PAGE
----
For more than four years now I have been writing articles on the problems in the Eurozone. It is becoming a rather wearisome subject, despite the twists and turns in the plot line. That’s because we all know how the book ends.
But what we don’t know is what story follow up books will tell. For this first time European Central Bankers have explicitly discussed a Greek exit. Over the course of the last two years I have challenged the Commission President over the possibility of Greece being booted out of the single currency. He repeatedly denied that this was even a possibility. I wrote to the Chancellor of the Exchequer and the Minister for Business in the Welsh Government to enquire whether an impact assessment had been drawn up and how we would deal with the implications of overnight chaos in the Eurozone. The response was one of silence.
It would seem though that the day for serious scrutiny has come. Markets have plunged in response to the new fears that Greece will run out of money to pay its creditors as early as next month, with reports from The City that some companies have already asked for drachma to be included on their systems. Economists fear that a Greek exit would result in runs of Spanish debt, forcing them to seek bail outs when the reserves for such a crisis would not even begin to meet the needs of contagion spreading to the EU’s fourth largest economy. Yet any crisis in the Eurozone jeopardises our own economy. Fragile Ireland just across the water would suffer under a collapse of the single currency. Remember that it was UK sterling that underwrote Irish debt, while Ireland remains tightly bound to Wales in terms of trade. Meanwhile the Eurozone remains the UK’s largest single export market.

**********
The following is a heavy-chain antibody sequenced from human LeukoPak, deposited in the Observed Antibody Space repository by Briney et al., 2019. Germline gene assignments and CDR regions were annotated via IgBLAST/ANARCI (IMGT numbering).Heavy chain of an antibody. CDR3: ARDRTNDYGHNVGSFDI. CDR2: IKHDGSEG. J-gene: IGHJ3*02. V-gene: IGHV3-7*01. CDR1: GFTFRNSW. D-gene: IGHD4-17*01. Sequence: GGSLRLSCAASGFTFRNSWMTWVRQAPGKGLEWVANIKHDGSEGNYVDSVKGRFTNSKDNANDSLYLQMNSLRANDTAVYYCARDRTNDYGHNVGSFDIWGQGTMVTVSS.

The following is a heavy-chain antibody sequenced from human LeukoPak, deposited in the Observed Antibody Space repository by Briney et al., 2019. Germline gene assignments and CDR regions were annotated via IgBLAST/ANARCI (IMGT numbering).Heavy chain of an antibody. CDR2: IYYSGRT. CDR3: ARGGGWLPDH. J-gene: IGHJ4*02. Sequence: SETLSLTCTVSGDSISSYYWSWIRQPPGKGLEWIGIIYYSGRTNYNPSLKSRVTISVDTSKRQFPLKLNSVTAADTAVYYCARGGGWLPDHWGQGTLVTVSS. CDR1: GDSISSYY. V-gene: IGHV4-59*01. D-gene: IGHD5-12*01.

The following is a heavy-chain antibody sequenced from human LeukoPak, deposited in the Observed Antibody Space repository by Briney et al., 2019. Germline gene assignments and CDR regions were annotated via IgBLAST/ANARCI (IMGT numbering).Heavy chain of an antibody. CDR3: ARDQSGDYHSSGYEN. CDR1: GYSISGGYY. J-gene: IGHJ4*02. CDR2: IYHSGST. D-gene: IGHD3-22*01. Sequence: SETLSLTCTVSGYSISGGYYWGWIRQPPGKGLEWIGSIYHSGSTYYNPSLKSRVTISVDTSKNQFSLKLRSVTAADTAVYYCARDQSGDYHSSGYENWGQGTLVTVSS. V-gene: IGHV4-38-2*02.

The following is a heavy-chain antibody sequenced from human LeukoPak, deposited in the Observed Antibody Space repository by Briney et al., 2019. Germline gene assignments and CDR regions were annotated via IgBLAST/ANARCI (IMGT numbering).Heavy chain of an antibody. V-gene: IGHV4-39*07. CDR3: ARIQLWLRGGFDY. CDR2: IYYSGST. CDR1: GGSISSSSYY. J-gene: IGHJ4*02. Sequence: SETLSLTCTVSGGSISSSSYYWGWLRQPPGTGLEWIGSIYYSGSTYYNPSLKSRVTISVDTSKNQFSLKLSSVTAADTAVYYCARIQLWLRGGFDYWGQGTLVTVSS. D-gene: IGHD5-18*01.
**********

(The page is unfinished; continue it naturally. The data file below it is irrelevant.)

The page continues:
The other consequence of economic misery however is more worrying. As demonstrations in Spain are revealing an increasing appetite for protest, Southern Europe is preparing for a summer of discontent from across the political spectrum. Fifty thousand “Indignants” gathered in Madrid’s Puerto de Sol at the weekend. Suggestions that the Greek Parliament, having been unable to form a government after recent elections, may continue with a technocratic government that would be obsequious to Brussels would be met with bloody protest. What was witnessed in the Arab Spring could soon be taking place on the continent. The last time capitalism and democracy went into retreat in Europe the results were terrible. Barely eight years after the last time European banks collapsed, the continent was plunged into a series of civil wars and nationalist struggles that erupted into World War II.